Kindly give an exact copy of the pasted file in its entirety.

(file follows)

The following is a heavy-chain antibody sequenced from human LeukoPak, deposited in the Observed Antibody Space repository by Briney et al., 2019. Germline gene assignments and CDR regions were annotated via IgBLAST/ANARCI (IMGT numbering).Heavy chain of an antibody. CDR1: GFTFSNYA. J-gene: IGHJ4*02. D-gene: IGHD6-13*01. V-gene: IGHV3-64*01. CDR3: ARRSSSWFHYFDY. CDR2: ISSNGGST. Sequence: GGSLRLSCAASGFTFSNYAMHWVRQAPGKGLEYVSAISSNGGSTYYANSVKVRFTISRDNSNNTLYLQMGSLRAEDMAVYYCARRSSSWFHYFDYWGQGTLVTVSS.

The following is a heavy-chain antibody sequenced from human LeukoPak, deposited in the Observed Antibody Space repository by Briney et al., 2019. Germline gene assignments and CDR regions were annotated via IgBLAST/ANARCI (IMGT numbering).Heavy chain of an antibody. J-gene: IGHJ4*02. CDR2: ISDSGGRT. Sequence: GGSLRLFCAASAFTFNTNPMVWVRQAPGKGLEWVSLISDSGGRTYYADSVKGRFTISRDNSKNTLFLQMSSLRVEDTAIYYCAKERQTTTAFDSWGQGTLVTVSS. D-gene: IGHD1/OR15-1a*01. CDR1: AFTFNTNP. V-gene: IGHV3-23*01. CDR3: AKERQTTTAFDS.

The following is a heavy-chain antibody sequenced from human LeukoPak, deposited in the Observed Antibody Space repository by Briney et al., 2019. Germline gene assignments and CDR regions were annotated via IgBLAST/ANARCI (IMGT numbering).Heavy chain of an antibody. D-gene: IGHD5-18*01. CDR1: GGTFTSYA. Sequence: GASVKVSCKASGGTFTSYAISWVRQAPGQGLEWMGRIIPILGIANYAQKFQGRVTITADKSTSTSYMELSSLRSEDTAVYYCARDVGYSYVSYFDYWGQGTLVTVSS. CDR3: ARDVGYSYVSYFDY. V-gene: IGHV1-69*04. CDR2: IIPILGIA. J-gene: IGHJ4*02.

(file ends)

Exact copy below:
The following is a heavy-chain antibody sequenced from human LeukoPak, deposited in the Observed Antibody Space repository by Briney et al., 2019. Germline gene assignments and CDR regions were annotated via IgBLAST/ANARCI (IMGT numbering).Heavy chain of an antibody. CDR1: GFTFSNYA. J-gene: IGHJ4*02. D-gene: IGHD6-13*01. V-gene: IGHV3-64*01. CDR3: ARRSSSWFHYFDY. CDR2: ISSNGGST. Sequence: GGSLRLSCAASGFTFSNYAMHWVRQAPGKGLEYVSAISSNGGSTYYANSVKVRFTISRDNSNNTLYLQMGSLRAEDMAVYYCARRSSSWFHYFDYWGQGTLVTVSS.

The following is a heavy-chain antibody sequenced from human LeukoPak, deposited in the Observed Antibody Space repository by Briney et al., 2019. Germline gene assignments and CDR regions were annotated via IgBLAST/ANARCI (IMGT numbering).Heavy chain of an antibody. J-gene: IGHJ4*02. CDR2: ISDSGGRT. Sequence: GGSLRLFCAASAFTFNTNPMVWVRQAPGKGLEWVSLISDSGGRTYYADSVKGRFTISRDNSKNTLFLQMSSLRVEDTAIYYCAKERQTTTAFDSWGQGTLVTVSS. D-gene: IGHD1/OR15-1a*01. CDR1: AFTFNTNP. V-gene: IGHV3-23*01. CDR3: AKERQTTTAFDS.

The following is a heavy-chain antibody sequenced from human LeukoPak, deposited in the Observed Antibody Space repository by Briney et al., 2019. Germline gene assignments and CDR regions were annotated via IgBLAST/ANARCI (IMGT numbering).Heavy chain of an antibody. D-gene: IGHD5-18*01. CDR1: GGTFTSYA. Sequence: GASVKVSCKASGGTFTSYAISWVRQAPGQGLEWMGRIIPILGIANYAQKFQGRVTITADKSTSTSYMELSSLRSEDTAVYYCARDVGYSYVSYFDYWGQGTLVTVSS. CDR3: ARDVGYSYVSYFDY. V-gene: IGHV1-69*04. CDR2: IIPILGIA. J-gene: IGHJ4*02.